My third remark, which, by the way, is directly consequent on the two former, shall be, that in the ordinary application of this art, to matters with which we can be made acquainted only by experience, it can be of little or no utility. So far from leading the mind, agreeably to the design of all argument and investigation, from things known to things unknown, and by things evident to things obscure; its usual progress is, on the contrary, from things less known to things better known, and by things obscure to things evident. But that it may not be thought that I do injustice to the art by this representation, I must intreat, that the few following considerations may be attended to. WHEN, in the way of induction, the mind proceeds from individual instances to the discovery of such truths as regard a species, and from these again, to such as comprehend a genus, we may say with reason, that as we advance, there may be in every succeeding step, and commonly is, less certainty than in the preceding; but in no instance whatever can there be more. Besides, as the judgment formed concerning the less general, was anterior to that formed concerning the more general, so the conviction is more vivid arising from both circumstances; that, being less general, it is more distinctly conceived, and, being earlier, it is more deeply imprinted. Now, the customary procedure in the syllogistic science is, as was remarked, the

Of the nature and use of the scholastic art of syllogizing.

natural method reversed, being from general to special, and consequently from less to more obvious. In scientific reasoning the case is very different, as the axioms or universal truths from which the mathematician argues, are so far from being the slow result of induction and experience, that they are self-evident. They are no sooner apprehended than necessarily as

sented to. . . . -

BUT, to illustrate the matter by examples, take the following specimen in Barbara, the first mood of the first figure : - • * ,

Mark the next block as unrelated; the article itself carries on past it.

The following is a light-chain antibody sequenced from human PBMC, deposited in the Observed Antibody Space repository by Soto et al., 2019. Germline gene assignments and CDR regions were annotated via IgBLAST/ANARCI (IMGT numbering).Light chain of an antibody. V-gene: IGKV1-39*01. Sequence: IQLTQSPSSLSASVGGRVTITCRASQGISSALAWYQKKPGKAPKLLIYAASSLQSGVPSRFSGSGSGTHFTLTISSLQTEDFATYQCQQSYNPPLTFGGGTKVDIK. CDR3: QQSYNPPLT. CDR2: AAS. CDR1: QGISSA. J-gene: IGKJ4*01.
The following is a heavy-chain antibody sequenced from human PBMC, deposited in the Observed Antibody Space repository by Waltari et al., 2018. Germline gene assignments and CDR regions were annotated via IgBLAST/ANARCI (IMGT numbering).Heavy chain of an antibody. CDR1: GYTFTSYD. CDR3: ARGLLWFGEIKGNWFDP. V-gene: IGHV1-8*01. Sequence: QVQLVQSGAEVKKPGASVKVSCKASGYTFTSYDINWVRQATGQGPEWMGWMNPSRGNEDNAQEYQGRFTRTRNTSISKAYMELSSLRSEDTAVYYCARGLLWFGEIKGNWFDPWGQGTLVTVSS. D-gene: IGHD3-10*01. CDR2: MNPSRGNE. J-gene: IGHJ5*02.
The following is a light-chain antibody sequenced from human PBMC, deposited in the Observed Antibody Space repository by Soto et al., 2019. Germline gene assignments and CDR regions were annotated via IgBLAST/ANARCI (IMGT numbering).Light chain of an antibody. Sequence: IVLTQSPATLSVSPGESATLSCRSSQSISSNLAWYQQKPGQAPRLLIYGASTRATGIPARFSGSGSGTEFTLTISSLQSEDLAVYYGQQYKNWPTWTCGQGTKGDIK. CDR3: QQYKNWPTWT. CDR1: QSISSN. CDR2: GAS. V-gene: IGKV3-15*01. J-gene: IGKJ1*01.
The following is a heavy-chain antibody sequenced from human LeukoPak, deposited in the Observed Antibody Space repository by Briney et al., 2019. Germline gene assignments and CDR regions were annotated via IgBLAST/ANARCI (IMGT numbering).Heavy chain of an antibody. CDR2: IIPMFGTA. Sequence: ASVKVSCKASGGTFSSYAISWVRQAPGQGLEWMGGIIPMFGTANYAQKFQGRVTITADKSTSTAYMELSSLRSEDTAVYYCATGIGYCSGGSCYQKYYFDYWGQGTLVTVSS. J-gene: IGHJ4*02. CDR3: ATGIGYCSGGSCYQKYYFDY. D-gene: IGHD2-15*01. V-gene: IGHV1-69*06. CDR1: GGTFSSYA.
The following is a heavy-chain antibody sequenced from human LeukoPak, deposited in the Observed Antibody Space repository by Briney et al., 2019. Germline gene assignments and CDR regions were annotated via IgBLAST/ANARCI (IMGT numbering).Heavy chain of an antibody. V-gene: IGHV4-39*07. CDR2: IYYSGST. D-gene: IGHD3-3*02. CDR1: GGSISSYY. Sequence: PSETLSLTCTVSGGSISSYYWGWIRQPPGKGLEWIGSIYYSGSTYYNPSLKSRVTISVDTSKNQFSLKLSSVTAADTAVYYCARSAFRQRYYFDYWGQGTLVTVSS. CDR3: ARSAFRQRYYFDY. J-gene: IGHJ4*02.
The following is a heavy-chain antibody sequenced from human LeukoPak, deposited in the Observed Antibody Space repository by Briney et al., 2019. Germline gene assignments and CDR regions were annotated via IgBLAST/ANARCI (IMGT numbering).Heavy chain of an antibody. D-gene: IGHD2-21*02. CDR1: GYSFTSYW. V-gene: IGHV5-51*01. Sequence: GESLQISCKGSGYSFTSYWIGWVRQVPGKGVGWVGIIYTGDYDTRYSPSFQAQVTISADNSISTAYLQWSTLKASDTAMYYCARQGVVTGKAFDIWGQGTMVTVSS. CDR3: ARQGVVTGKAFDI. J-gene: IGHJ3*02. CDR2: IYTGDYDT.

All animals feel ;
All horses are animals;
Therefore all horses feel.

It is impossible that any reasonable man, who really doubts whether a horse has feeling, or is a mere automaton, should be convinced by this argument. For, supposing he uses the names horse and animal, as standing in the same relation of species and genus, which they bear in the common acceptation of the words, the argument you employ is, in effect, but an affirmation of the point which he denies, couched in such terms as include a multitude of other similar af. firmations, which, whether true or false, are nothing to the purpose. Thus all animals feel, is only a compendious expression, for all horses feel, all dogs feel, all cannels feel, all eagles feel, and so through the whole animal creation. I affirm, besides, that the pro

cedure here is from things less known to things better

of the nature and use of the scholastic art of syllogizing.

known. It is possible that one may believe the conclusion who denies the major : but the reverse is not possible; for, to express myself in the language of the art, that may be predicated of the species, which is not predicable of the genus ; but that can never be predicated of the genus which is not predicable of the species. If one, therefore, were under such an error in regard to the brutes, true logic, which is always coincident with good sense, would lead our reflections to the indications of perception and feeling, given by these animals, and the remarkable conformity which, in this respect, and in respect of their bodily organs, they bear to our own species,

IT may be said, that if the subject of the question were a creature much more ignoble than the horse, there would be po scope for this objection to the argument. Substitute, then, the word oysters for horses in the minor, and it will stand thus,

All animals feel;
All oysters are animals;
Therefore all oysters feel.

In order to giye the greater advantage to the advocate for this scholastic art, let us suppose the antagonist does not maintain the opposite side from any favour to Descartes' theory concerning brutes, but from some notion entertained of that particular order of beings, which is the subject of dispute. It is evident, that though he should admit the truth of the major, he would regard the minor as merely another manner of